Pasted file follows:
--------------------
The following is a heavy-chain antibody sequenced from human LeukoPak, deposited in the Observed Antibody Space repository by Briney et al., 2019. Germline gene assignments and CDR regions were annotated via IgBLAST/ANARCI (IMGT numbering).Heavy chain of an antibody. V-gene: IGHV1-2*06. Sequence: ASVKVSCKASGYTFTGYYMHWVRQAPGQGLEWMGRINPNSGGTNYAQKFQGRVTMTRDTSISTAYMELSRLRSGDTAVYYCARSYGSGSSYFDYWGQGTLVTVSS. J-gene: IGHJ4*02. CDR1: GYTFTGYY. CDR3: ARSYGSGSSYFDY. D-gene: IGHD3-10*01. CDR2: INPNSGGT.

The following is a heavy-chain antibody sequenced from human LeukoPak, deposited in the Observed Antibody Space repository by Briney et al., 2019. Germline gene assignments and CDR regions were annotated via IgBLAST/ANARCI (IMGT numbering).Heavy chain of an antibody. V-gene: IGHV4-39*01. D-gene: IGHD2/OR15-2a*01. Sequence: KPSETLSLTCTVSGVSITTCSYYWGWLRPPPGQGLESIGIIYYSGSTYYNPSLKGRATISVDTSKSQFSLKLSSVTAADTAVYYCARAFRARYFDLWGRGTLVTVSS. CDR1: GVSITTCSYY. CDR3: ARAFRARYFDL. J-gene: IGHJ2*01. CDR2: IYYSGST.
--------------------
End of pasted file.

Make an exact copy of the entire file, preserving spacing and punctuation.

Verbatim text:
The following is a heavy-chain antibody sequenced from human LeukoPak, deposited in the Observed Antibody Space repository by Briney et al., 2019. Germline gene assignments and CDR regions were annotated via IgBLAST/ANARCI (IMGT numbering).Heavy chain of an antibody. V-gene: IGHV1-2*06. Sequence: ASVKVSCKASGYTFTGYYMHWVRQAPGQGLEWMGRINPNSGGTNYAQKFQGRVTMTRDTSISTAYMELSRLRSGDTAVYYCARSYGSGSSYFDYWGQGTLVTVSS. J-gene: IGHJ4*02. CDR1: GYTFTGYY. CDR3: ARSYGSGSSYFDY. D-gene: IGHD3-10*01. CDR2: INPNSGGT.

The following is a heavy-chain antibody sequenced from human LeukoPak, deposited in the Observed Antibody Space repository by Briney et al., 2019. Germline gene assignments and CDR regions were annotated via IgBLAST/ANARCI (IMGT numbering).Heavy chain of an antibody. V-gene: IGHV4-39*01. D-gene: IGHD2/OR15-2a*01. Sequence: KPSETLSLTCTVSGVSITTCSYYWGWLRPPPGQGLESIGIIYYSGSTYYNPSLKGRATISVDTSKSQFSLKLSSVTAADTAVYYCARAFRARYFDLWGRGTLVTVSS. CDR1: GVSITTCSYY. CDR3: ARAFRARYFDL. J-gene: IGHJ2*01. CDR2: IYYSGST.